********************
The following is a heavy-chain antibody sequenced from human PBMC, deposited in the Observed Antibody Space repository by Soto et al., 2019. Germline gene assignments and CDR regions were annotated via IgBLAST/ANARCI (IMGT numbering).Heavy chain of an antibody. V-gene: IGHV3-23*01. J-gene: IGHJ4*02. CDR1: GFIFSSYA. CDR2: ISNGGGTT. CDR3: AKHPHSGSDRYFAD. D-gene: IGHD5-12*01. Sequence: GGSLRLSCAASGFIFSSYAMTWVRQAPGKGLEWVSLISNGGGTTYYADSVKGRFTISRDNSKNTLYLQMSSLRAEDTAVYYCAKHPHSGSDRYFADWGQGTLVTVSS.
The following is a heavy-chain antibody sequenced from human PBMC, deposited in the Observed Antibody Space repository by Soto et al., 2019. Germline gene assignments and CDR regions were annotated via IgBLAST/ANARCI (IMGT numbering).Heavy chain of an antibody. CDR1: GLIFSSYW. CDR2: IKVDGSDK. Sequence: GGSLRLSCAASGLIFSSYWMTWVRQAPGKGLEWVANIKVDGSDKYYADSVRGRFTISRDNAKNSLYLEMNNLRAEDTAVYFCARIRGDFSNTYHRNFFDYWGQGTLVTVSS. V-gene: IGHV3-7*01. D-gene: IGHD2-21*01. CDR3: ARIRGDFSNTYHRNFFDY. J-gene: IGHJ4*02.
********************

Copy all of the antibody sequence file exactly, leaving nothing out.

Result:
The following is a heavy-chain antibody sequenced from human PBMC, deposited in the Observed Antibody Space repository by Soto et al., 2019. Germline gene assignments and CDR regions were annotated via IgBLAST/ANARCI (IMGT numbering).Heavy chain of an antibody. V-gene: IGHV3-23*01. J-gene: IGHJ4*02. CDR1: GFIFSSYA. CDR2: ISNGGGTT. CDR3: AKHPHSGSDRYFAD. D-gene: IGHD5-12*01. Sequence: GGSLRLSCAASGFIFSSYAMTWVRQAPGKGLEWVSLISNGGGTTYYADSVKGRFTISRDNSKNTLYLQMSSLRAEDTAVYYCAKHPHSGSDRYFADWGQGTLVTVSS.
The following is a heavy-chain antibody sequenced from human PBMC, deposited in the Observed Antibody Space repository by Soto et al., 2019. Germline gene assignments and CDR regions were annotated via IgBLAST/ANARCI (IMGT numbering).Heavy chain of an antibody. CDR1: GLIFSSYW. CDR2: IKVDGSDK. Sequence: GGSLRLSCAASGLIFSSYWMTWVRQAPGKGLEWVANIKVDGSDKYYADSVRGRFTISRDNAKNSLYLEMNNLRAEDTAVYFCARIRGDFSNTYHRNFFDYWGQGTLVTVSS. V-gene: IGHV3-7*01. D-gene: IGHD2-21*01. CDR3: ARIRGDFSNTYHRNFFDY. J-gene: IGHJ4*02.